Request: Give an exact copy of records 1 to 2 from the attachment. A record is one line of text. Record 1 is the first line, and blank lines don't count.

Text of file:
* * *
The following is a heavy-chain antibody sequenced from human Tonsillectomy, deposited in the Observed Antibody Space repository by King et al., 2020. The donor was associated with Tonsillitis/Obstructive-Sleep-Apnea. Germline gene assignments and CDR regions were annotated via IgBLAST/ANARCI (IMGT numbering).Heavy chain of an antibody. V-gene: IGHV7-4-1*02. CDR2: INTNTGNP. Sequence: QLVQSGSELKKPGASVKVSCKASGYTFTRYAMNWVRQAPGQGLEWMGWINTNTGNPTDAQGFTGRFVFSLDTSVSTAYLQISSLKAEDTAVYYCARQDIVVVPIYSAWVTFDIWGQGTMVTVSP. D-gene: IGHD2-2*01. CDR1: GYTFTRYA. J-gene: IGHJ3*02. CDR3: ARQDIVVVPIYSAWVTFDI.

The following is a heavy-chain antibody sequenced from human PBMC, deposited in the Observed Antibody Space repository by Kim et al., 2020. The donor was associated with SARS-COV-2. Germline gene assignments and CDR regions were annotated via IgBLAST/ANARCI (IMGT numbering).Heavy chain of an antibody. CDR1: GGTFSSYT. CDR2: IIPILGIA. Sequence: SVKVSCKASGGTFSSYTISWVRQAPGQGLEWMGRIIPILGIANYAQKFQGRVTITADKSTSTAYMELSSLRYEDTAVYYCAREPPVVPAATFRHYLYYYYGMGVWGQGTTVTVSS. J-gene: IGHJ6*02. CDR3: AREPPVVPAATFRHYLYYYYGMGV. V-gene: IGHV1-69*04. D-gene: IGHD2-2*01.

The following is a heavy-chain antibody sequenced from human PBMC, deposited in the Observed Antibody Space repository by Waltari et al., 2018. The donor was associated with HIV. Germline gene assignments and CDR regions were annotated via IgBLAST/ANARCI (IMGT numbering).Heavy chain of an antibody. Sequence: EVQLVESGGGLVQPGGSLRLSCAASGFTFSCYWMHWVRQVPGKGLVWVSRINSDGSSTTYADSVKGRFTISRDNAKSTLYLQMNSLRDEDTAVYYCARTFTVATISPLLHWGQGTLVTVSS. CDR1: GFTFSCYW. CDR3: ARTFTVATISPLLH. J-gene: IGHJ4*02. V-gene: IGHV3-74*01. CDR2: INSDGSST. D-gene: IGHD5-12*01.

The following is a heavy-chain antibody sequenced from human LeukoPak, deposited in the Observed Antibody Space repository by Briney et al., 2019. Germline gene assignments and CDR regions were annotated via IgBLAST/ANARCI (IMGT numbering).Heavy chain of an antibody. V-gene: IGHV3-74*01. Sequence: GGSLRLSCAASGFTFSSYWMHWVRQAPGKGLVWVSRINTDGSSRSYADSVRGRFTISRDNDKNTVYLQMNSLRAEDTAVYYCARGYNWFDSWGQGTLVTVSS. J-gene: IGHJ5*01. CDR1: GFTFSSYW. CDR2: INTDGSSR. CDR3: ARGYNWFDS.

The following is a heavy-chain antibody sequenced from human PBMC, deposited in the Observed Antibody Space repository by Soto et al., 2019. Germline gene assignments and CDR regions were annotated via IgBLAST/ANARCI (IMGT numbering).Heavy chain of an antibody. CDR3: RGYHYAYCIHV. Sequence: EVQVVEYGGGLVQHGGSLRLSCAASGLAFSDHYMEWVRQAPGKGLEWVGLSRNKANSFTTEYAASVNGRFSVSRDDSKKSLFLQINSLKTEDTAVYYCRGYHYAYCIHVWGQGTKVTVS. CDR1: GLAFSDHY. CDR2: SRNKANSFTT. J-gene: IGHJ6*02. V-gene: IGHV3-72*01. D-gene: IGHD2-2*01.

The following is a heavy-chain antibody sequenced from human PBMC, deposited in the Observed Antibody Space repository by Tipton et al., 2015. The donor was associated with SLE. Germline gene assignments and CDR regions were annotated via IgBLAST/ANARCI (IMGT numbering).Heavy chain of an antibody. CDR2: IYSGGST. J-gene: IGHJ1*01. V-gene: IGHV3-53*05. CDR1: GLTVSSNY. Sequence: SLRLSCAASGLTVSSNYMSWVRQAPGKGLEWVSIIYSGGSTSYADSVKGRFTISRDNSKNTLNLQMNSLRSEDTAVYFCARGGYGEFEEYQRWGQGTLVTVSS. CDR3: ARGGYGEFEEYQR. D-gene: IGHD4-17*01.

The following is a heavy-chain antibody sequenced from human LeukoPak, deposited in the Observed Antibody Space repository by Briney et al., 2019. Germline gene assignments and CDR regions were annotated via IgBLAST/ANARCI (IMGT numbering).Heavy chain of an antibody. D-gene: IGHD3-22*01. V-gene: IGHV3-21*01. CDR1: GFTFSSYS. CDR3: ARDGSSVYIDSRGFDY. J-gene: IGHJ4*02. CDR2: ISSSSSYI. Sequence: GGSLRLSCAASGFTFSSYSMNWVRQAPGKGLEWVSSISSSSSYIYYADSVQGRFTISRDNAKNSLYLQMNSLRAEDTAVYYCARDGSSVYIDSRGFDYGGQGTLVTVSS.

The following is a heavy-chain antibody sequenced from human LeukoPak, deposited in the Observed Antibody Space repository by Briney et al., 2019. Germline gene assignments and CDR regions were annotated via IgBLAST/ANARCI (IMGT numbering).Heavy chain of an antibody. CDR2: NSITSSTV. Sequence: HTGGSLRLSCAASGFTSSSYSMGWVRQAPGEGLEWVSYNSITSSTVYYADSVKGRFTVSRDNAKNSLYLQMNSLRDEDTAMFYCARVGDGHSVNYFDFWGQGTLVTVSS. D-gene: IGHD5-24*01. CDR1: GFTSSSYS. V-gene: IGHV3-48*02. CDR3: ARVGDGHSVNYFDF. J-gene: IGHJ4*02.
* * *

The following is a heavy-chain antibody sequenced from human Tonsillectomy, deposited in the Observed Antibody Space repository by King et al., 2020. The donor was associated with Tonsillitis/Obstructive-Sleep-Apnea. Germline gene assignments and CDR regions were annotated via IgBLAST/ANARCI (IMGT numbering).Heavy chain of an antibody. V-gene: IGHV7-4-1*02. CDR2: INTNTGNP. Sequence: QLVQSGSELKKPGASVKVSCKASGYTFTRYAMNWVRQAPGQGLEWMGWINTNTGNPTDAQGFTGRFVFSLDTSVSTAYLQISSLKAEDTAVYYCARQDIVVVPIYSAWVTFDIWGQGTMVTVSP. D-gene: IGHD2-2*01. CDR1: GYTFTRYA. J-gene: IGHJ3*02. CDR3: ARQDIVVVPIYSAWVTFDI.

The following is a heavy-chain antibody sequenced from human PBMC, deposited in the Observed Antibody Space repository by Kim et al., 2020. The donor was associated with SARS-COV-2. Germline gene assignments and CDR regions were annotated via IgBLAST/ANARCI (IMGT numbering).Heavy chain of an antibody. CDR1: GGTFSSYT. CDR2: IIPILGIA. Sequence: SVKVSCKASGGTFSSYTISWVRQAPGQGLEWMGRIIPILGIANYAQKFQGRVTITADKSTSTAYMELSSLRYEDTAVYYCAREPPVVPAATFRHYLYYYYGMGVWGQGTTVTVSS. J-gene: IGHJ6*02. CDR3: AREPPVVPAATFRHYLYYYYGMGV. V-gene: IGHV1-69*04. D-gene: IGHD2-2*01.